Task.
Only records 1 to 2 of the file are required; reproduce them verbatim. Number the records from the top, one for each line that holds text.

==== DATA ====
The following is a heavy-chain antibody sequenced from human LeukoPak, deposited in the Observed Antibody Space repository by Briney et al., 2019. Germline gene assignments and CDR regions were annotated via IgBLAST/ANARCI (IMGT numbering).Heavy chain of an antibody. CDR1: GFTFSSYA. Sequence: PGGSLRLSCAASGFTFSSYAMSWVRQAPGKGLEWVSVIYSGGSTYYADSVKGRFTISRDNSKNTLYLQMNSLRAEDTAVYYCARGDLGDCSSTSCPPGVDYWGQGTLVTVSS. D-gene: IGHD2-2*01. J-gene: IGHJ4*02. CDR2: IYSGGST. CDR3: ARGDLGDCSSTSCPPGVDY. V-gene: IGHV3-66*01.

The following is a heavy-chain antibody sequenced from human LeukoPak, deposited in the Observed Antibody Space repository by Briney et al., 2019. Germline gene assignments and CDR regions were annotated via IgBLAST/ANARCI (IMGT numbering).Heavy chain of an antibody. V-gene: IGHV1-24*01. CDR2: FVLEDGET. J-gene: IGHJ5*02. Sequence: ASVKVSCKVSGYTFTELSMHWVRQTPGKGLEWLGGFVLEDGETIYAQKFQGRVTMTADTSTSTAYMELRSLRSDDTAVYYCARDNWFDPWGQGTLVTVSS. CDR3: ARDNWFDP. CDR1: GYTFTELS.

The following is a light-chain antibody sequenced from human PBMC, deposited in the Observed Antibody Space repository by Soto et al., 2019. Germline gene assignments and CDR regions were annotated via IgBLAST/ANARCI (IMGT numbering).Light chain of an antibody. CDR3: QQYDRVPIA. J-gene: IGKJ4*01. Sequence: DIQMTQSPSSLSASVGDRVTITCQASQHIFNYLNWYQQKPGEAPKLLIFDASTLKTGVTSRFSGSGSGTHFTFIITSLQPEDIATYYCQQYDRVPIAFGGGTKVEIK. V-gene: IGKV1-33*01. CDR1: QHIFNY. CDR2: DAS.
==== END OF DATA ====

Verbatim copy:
The following is a heavy-chain antibody sequenced from human LeukoPak, deposited in the Observed Antibody Space repository by Briney et al., 2019. Germline gene assignments and CDR regions were annotated via IgBLAST/ANARCI (IMGT numbering).Heavy chain of an antibody. CDR1: GFTFSSYA. Sequence: PGGSLRLSCAASGFTFSSYAMSWVRQAPGKGLEWVSVIYSGGSTYYADSVKGRFTISRDNSKNTLYLQMNSLRAEDTAVYYCARGDLGDCSSTSCPPGVDYWGQGTLVTVSS. D-gene: IGHD2-2*01. J-gene: IGHJ4*02. CDR2: IYSGGST. CDR3: ARGDLGDCSSTSCPPGVDY. V-gene: IGHV3-66*01.

The following is a heavy-chain antibody sequenced from human LeukoPak, deposited in the Observed Antibody Space repository by Briney et al., 2019. Germline gene assignments and CDR regions were annotated via IgBLAST/ANARCI (IMGT numbering).Heavy chain of an antibody. V-gene: IGHV1-24*01. CDR2: FVLEDGET. J-gene: IGHJ5*02. Sequence: ASVKVSCKVSGYTFTELSMHWVRQTPGKGLEWLGGFVLEDGETIYAQKFQGRVTMTADTSTSTAYMELRSLRSDDTAVYYCARDNWFDPWGQGTLVTVSS. CDR3: ARDNWFDP. CDR1: GYTFTELS.